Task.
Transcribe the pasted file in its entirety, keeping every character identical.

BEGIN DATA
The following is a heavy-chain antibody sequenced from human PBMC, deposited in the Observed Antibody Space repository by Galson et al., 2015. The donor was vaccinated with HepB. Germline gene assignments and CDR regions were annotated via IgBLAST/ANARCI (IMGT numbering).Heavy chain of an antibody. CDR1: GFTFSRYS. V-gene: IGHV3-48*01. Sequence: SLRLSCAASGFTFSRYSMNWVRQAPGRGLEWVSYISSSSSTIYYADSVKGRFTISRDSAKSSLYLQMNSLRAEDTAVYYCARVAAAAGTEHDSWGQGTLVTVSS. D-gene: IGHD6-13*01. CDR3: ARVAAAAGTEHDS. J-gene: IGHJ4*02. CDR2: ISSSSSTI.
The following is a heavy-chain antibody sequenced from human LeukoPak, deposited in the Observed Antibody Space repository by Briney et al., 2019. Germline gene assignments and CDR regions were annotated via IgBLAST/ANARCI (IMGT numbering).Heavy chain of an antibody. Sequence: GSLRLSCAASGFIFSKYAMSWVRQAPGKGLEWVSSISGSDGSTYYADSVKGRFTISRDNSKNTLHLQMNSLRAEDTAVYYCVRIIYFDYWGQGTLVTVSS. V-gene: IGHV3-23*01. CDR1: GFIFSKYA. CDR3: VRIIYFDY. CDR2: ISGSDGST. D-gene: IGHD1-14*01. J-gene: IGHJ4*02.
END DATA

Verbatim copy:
The following is a heavy-chain antibody sequenced from human PBMC, deposited in the Observed Antibody Space repository by Galson et al., 2015. The donor was vaccinated with HepB. Germline gene assignments and CDR regions were annotated via IgBLAST/ANARCI (IMGT numbering).Heavy chain of an antibody. CDR1: GFTFSRYS. V-gene: IGHV3-48*01. Sequence: SLRLSCAASGFTFSRYSMNWVRQAPGRGLEWVSYISSSSSTIYYADSVKGRFTISRDSAKSSLYLQMNSLRAEDTAVYYCARVAAAAGTEHDSWGQGTLVTVSS. D-gene: IGHD6-13*01. CDR3: ARVAAAAGTEHDS. J-gene: IGHJ4*02. CDR2: ISSSSSTI.
The following is a heavy-chain antibody sequenced from human LeukoPak, deposited in the Observed Antibody Space repository by Briney et al., 2019. Germline gene assignments and CDR regions were annotated via IgBLAST/ANARCI (IMGT numbering).Heavy chain of an antibody. Sequence: GSLRLSCAASGFIFSKYAMSWVRQAPGKGLEWVSSISGSDGSTYYADSVKGRFTISRDNSKNTLHLQMNSLRAEDTAVYYCVRIIYFDYWGQGTLVTVSS. V-gene: IGHV3-23*01. CDR1: GFIFSKYA. CDR3: VRIIYFDY. CDR2: ISGSDGST. D-gene: IGHD1-14*01. J-gene: IGHJ4*02.